The butterfly counts not months, but moments, and has time enough. – Rabindranath Tagore
If there’s one thing I’ve learned from gardening, it’s that Mother Nature has her own rhythms. Mystifying and maddening though it might sometimes be, there’s an underlying order.
Why, for instance, is this Monarch caterpillar doing sit-ups on the milkweed leaf? No idea. Sassy little thing, though, isn’t she? If all goes well, she’ll shed her beautiful skin a couple more times, and then transform herself into a chrysalis.
Maybe one day, she’ll join the ranks of HRH, Mr. Monarch, who eclosed before our very eyes, just about this time last year.
I’m less inclined, this year than last, to fret when things go “wrong.” It’s a subtle shift–a metamorphosis, if you will–to see yourself as an invited guest at Mother Nature’s garden party.
Speaking of which: Cool cats that they are, 4th and 5th instar caterpillars are very much attuned to the world beyond milkweed plants that fuel them. By the time they’ve reached this stage,they’ve made least four wardrobe changes, shedding their skins as they grow. Cooler still, they swivel their heads in the direction of distinctive voices and loud music. Here’s what happened when I got close enough to say hello.
I’m learning as I go, and I cop to my share of mistakes. (I put just-perfect plants in altogether wrong spots, for instance; and I can’t get my First Love gardenia to love me back.) But I’m working very hard to create a garden that provides shelter and sustenance to winged creatures and wildlife, a beautiful respite for all.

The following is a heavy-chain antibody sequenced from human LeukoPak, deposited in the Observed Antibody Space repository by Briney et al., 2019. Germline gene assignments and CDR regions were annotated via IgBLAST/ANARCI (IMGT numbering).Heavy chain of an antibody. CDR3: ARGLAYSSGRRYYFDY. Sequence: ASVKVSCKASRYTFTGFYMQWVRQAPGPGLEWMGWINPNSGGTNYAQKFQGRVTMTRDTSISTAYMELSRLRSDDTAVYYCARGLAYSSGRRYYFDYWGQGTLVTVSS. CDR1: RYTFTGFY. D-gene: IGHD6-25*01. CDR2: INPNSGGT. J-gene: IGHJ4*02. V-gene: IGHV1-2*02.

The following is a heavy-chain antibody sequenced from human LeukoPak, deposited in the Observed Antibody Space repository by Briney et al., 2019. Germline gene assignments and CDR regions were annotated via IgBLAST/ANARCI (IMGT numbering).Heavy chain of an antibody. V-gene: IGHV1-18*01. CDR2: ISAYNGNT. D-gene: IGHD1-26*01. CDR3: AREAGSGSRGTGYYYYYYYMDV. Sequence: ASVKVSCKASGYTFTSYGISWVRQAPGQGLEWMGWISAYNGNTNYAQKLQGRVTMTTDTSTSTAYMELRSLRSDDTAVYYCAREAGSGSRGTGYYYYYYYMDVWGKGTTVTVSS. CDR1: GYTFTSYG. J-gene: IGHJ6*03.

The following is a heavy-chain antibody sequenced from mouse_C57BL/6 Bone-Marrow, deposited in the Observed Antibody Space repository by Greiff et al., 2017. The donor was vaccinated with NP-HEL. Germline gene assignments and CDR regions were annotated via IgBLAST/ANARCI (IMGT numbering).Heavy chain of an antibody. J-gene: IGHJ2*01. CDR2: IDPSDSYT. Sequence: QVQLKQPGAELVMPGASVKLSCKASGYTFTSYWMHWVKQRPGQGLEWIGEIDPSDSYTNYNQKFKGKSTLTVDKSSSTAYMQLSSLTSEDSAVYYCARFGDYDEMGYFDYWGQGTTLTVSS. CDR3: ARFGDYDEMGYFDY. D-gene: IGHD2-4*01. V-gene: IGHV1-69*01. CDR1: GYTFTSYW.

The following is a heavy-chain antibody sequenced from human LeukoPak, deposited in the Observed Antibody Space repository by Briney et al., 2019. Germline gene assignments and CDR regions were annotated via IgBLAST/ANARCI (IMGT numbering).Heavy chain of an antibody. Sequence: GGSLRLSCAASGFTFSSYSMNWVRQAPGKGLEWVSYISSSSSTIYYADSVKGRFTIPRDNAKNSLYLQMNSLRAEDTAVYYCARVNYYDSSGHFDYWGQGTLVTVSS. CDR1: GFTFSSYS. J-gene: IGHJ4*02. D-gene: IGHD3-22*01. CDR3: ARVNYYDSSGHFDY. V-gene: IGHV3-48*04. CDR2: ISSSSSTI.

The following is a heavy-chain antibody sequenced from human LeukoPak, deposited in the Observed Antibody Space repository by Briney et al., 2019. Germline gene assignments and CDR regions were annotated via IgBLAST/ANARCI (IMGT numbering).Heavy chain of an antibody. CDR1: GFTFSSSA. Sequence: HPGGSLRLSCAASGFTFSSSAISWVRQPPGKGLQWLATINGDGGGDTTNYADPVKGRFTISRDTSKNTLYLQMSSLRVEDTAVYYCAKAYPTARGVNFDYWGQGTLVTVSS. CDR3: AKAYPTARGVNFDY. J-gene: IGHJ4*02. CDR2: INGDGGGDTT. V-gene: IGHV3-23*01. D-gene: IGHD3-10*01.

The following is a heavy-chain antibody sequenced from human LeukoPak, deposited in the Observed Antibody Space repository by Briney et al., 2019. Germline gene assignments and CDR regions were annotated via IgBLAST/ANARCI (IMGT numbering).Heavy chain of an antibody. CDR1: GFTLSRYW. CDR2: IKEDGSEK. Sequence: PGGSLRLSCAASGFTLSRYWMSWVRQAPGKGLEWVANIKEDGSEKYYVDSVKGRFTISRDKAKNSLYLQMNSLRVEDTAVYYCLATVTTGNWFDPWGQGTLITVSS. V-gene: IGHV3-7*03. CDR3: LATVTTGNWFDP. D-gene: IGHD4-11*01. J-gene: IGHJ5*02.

I admire from a distance, zoom close with my camera. But when vulnerable creatures wander off into dangerous territory, as this tiny caterpillar did–flinging itself onto the hard, hot concrete, at least three feet below the plant pot)–I scoop them into a leafy cradle and return them to safety.
I’m planting the seeds of my own awareness…releasing expectations and accepting with joy the gifts available to me in this moment, in this place. Life lessons, learned best in Mother Nature’s classroom.
It’s a relief, actually, to let Mother Nature be the guardian of my secret garden.
Sure, the temptation’s there, and probably always will be: I want to run interference, to protect these treasures from harm. But as Eric said to me just yesterday, “You’re not Mother Nature, you’re Melodye. He’s a wise one, too, my husband.